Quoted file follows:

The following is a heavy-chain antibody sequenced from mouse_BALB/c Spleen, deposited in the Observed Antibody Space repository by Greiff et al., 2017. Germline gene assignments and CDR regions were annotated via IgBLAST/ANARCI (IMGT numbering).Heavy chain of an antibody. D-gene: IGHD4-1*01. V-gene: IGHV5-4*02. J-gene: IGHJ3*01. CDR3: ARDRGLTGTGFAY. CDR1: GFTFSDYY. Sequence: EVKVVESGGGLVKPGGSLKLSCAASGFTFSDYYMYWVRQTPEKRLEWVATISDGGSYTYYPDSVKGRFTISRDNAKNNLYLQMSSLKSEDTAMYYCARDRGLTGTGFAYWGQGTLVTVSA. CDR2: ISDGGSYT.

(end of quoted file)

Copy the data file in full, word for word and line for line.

The following is a heavy-chain antibody sequenced from mouse_BALB/c Spleen, deposited in the Observed Antibody Space repository by Greiff et al., 2017. Germline gene assignments and CDR regions were annotated via IgBLAST/ANARCI (IMGT numbering).Heavy chain of an antibody. D-gene: IGHD4-1*01. V-gene: IGHV5-4*02. J-gene: IGHJ3*01. CDR3: ARDRGLTGTGFAY. CDR1: GFTFSDYY. Sequence: EVKVVESGGGLVKPGGSLKLSCAASGFTFSDYYMYWVRQTPEKRLEWVATISDGGSYTYYPDSVKGRFTISRDNAKNNLYLQMSSLKSEDTAMYYCARDRGLTGTGFAYWGQGTLVTVSA. CDR2: ISDGGSYT.